You can’t have a rainbow without rain

Some people feel the rain, others just get wet. 

I’ve been stumped how to write about repairing a roof in a sexy, glamorous fashion – yet all the while being informative.  So I’m leaving the bottle of bubbly with the vibrant pink label to brighten up any rainy day, to the end… here begins the formal stuff:

Step 1 to transforming to a palace is to ensure that your property is protected from the elements and watertight.  Otherwise there is simply no point making the inside glorious only for the next thunderstorm to revert you back to square one.


‘Indoors rain’ I know from experience is when it rains from the ceiling and windows on the inside and it can be very damaging – not only do you need copious bowls at hand to keep replacing torrents from the numerous waterfalls (not even drips) above head but prolonged exposure to rain and moisture can have very damaging long-lasting effects in the form of rising damp, rot and mould. Yep I know!

So you need:

  1. A watertight roof – Step 1, described below. To protect from the elements – and also look good!
  2. A watertight external structure with no cracks or gaps in brickwork – Damaged bricks require replacing or repointing; completed much later after new windows, to prevent further cracking
  3. Good drainage and guttering – To ensure long-lasting protection, completed much later also.

Whilst many beautiful houses have a thatched roof, most roofs are made of one of these types of tiles:

  1. Plain Tiles – Small rectangular sections of clay with a smooth or sanded surface finish
  2. Pantiles – Clay tiles with a distinctive ‘S’ shaped profile
  3. Roman Tiles – Similar to Pantiles but with a cross section that is flat with a small roll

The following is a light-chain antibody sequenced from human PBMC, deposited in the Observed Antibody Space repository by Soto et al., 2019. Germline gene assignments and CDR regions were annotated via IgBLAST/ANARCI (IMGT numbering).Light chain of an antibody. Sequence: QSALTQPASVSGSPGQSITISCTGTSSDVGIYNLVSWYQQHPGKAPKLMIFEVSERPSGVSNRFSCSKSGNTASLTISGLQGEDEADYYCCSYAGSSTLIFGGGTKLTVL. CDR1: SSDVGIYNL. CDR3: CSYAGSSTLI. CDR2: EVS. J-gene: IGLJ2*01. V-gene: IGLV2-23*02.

4. Slate – Thin, rectangular sections of quarried metamorphic rock in varying sizes and thicknesses

Plain Tiles

  • In 1477 their size was set by King Edward IV as being a small rectangular, flat tile measuring 265mm x 165mm (or 10½” x 6½” x ½”); after 1666 the Great Fire of London first formal product standards were created; tiles remain similar size today
  • 60 tiles per square metre so labour-intensive to install
  • Laid with a broken bond and keeps the water out by over lapping each other 3 tiles deep, so only the bottom third of each tile is visible
  • Creates very attractive, traditional roofscapes with detail and texture
  • Different types – Handmade, Clay, Concrete, Interlocking


  • Legacy of several centuries of trading whereby pantiles were brought back from Holland and Belgium as ballast in trading ships
  • Distinctive ridges and furrows creates elegant roofscapes; reputation for being one of UK’s great vernacular roofing materials
  • Originally made from clay until 1950s when more cost-effective concrete; however the latter with a thicker front is not always permitted by planners
  • As fired in a kiln, clay pantiles more natural appearance and will not fade over time
  • Different types – Handmade, Concrete, Interlocking, Clay Double, Concrete Double

Roman Tiles

  • In 1950s originated in SW England; today Double Roman is generic roof tile shape for the region
  • Historically Concrete, large format Double Roman is the most popular tile design in UK